.
DSCF3996.JPG
A bit of a bugger, but I did find that - behind the roller - is a very accessible large hex (around 22mm), which is the 12mm mounting bolt.
Good news is that this can be undone and the bolt withdrawn (with the roller still attached); bad news is that the roller hits the inner wing before the long bolt can be hiked out. Easy solution was to remove the RH top engine mount bracket, and lower the engine at that side by a few cm. This allowed the roller+bolt to come out, and be dealt with off the car. :-"

As can be seen from the last photo, the old roller's bearings were dry, which would explain the noise and very slight slop.

With both of these items replaced, the engine is now appreciably quieter, with/without the AC in operation.
___________

After all that, the other bits to be swatted were new air and fuel filters - untouched since getting the car last October - and a new Bosal rear transverse box (135-493), to replace the previous one, whose long seam had rusted out from the inside. Good to see that Bosal have now repositioned this seam by 90deg, so it is no longer at the bottom! #-o
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Chris

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white exec
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Re: Chris' BX blog

Post by white exec »

A question about the AC slide control on the dash...
I'd assumed that this was just a switch to turn the system on, plus a variable resistance to adjust the level of cooling.
For some reason, the control on the car here is quite stiff to move, and gets more so if the AC has been running for some time.
Does the slider control have a mechanical function/linkage as well?
Chris

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Jaba
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Re: Chris' BX blog

Post by Jaba »

No linkage to this exists. It is just a VR with plastic slider. Some silicone needed probably
The Joy of BX with just one Citroën BX to my name now. Will I sing Bye Bye to my GTI or will it be Till death us do part.

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white exec
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Re: Chris' BX blog

Post by white exec »

Brilliant, thanks John. The stiffest pot I've ever encountered!
The panel needed to come off anyway, to check the occasional loss of blower speed.
Chris

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white exec
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Re: Chris' BX blog

Post by white exec »

Sorted, so thanks. :)
It was the slider pot itself which was surprisingly stiff. The pot 'lever' runs along a groove, and this was amazingly tight, as soon as any attempt was made to slide it. Lube'd and contact cleaned, and the dash knob can now be operated with one finger =D> but it took several attempts at lubrication. The friction was on the underside of the plastic guide track, not the topside.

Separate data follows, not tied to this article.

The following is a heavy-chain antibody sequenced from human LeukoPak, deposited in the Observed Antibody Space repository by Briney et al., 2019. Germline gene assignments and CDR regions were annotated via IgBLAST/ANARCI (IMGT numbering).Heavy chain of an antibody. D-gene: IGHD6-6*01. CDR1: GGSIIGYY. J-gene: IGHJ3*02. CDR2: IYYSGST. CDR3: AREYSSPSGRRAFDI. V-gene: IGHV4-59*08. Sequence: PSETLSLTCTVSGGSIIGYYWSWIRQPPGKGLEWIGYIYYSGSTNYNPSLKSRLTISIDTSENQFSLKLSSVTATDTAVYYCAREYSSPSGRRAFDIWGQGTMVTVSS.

JFI, pot is a Valeo special, 10k lin, connected as a simple series resistance.
At AC OFF position, resistance = 2M5 (effectively open circuit).
Around 10% along the track it comes in at 10k, and smoothly reaches zeroR at MAX cold.

Because of slightly intermittent blower speed, I ran an additional Gnd connection between the panel's 5M3 Gnd pin, and a good Gnd (the cig.lighter body connection). Previous to that 5M3 showed up at 5R away from Gnd. Slight increase in fan speed obtained, and control seems more positive. Time will tell.

One oddity found:
If the temp (hot-cold) rotary control is placed on the end of the blue (just where it changes to red), the fan speed is noticeably higher (and able to blow more air from the vents) than if the control is set to min (cold).
Wonder what's going on there?
Chris

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Re: Chris' BX blog

Post by RobC »

There’s a micro switch on the temperature dial which is meant to be actuated on ‘full cold’ in order to beef up the blowers iirc- seems like it’s slightly out of adjustment?
1991 Citroen BX 16v

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Re: Chris' BX blog

Post by white exec »

Aha, Rob!
Have just checked, and the heat control here does the converse of that - adds a small amount of extra blower speed/output when you move the control out the blue, and into the red, or anywhere along it. Does not bring on full speed, just adds some blower output.

Can't see anything in the circuit diagram (second one on the current 'AC for 16v' thread) that would do this.
The other item I haven't managed to identify is #270 on that same diagram, which would bring on full blower speed if actuated.
Chris

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Re: Chris' BX blog

Post by jamescarruthers »

Could 270 be the relay that lives in the steering column area that requires a mod to get working as Citroen forgot to wire it up from the control panel?
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Re: Chris' BX blog

Post by xantia_v6 »

Guessing from theory, 270 is a microswitch on the temperature control which is intended to disable full speed when the system is in heating mode. This would seem to be mechanically misaligned in your system.

If 270 is switched to the high speed mode, but the relay is not operating, either because the speed control is not grounding the coil, or due to a wiring problem, then the act of 270 switching the bias resistor 788 out of circuit will give a limited speed boost.

Two issues to track down, I think.

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white exec
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Re: Chris' BX blog

Post by white exec »

Found the 2007→ thread "The definitive heater modification", which contains lots of helpful info.
Chris